There’s not one city in America; I would say the world but, there’s no place other than New Orleans that dishes up some to the best cuisine than New Orleans. My city is a big ole flavorful pot of gumbo infused by different cultures such as African American, Native American, Caribbean, French, Spaniard, and Italians. But in my eyes Everything began with a group of American Indians who welcomed the French shortly after 1700, American Indians contributed corn and local shellfish, while Spaniards brought larger fish and the first European food preservation and preparation methods. In 1767, Spaniards adding their cuisine, which was influenced by the Moors incursions to Spain during the Crusades.
Spaniards brought Islenos Africans from the Canary Islands who settled in St Bernard District. Other African slaves arrived from the Caribbean who further developed okra, kale, rice, sugar and peanut growing methods on nearby plantations. Some became slave cooks or earned their freedom as independent caterers. This activity led to Gumbo and Jambalaya, among others. The French returned to control the land by 1800 before selling it in the 1803 Louisiana Purchase to the United States. If only briefly, the French reasserted their preference for the aristocratic presentation of excellent food and a taste for desserts. Those delightful pralines sure taste like an African cook’s response to a French sweet tooth.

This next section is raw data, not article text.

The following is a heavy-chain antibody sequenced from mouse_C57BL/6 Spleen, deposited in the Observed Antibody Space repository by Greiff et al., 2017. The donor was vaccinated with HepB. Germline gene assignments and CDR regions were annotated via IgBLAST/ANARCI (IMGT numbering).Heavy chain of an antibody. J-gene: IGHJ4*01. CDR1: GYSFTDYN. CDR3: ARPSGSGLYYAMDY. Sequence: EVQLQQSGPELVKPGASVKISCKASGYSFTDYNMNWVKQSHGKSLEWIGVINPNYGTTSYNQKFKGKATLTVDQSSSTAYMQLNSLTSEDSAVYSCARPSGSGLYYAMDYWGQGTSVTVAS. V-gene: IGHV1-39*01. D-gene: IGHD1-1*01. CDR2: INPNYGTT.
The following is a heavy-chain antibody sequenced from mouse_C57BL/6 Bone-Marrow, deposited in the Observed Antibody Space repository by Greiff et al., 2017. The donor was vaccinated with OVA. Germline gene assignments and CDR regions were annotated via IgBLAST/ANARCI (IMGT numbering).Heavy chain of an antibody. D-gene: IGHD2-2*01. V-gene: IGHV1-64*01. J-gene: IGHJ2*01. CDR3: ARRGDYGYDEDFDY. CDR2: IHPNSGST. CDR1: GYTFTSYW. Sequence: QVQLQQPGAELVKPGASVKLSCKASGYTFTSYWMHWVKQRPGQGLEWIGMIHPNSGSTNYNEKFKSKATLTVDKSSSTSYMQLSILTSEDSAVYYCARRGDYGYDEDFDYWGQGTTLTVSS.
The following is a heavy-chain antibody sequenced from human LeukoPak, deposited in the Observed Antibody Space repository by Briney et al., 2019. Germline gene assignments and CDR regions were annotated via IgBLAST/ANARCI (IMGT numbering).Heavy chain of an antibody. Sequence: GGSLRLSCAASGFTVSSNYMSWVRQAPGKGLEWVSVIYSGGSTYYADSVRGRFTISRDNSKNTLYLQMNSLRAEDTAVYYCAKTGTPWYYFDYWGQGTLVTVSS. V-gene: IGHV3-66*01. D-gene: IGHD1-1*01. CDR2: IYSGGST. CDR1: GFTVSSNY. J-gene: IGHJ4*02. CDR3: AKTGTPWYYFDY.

Many free African cooks lived in the backyards of French Quarter homeowners, while slave cooks and independent caterers tended to many Garden District aristocrats of the 1800s and early 1900s. Italians arrived in the 1890s, bringing their gastronomic culture and imported sausage, fruit & vegetables to the mix. The tasty Muffaletta cold-cut sandwich of lettuce, tomato, sausage, and spices is a welcome result.
As the African American presence grew in the 1900s, their influence played a more significant role in Creole cuisine and the emerging hybrid known today as Creole-Soul Food. And today I’m showcasing some New Orleans Restaurants that are owned by African Americans some from New Orleans and some not. I now wonder if my faves are based on eating from the pot made by a New Orleanian…
Is it New Orleans cuisine if it’s not cooked by a New Orleanian? What if the chef is from New York, but he or she is cooking in a restaurant and following New Orleans recipes?
The things that make you go hmmm.
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Lunch Date with Gumbo Tapado
- Cayenne Custom Foods (Vegan Options)
- Juju Bag Cafe (Cajun & Creole-Soul)
- M & J Soul Food Restaurant (New Orleans Comfort Food)
- Morrow’s NOLA (Creole Soul & Korean ) Bread pudding is only at its finest when its made with New Orleans French bread & I think I’m in trouble living walking distance from this deliciousness. Morrows may hv one of the best bread puddings, remind me of my Momo recipe, raisins and pineapple 😋
- Pra_LEES (New Orleans Comfort Food)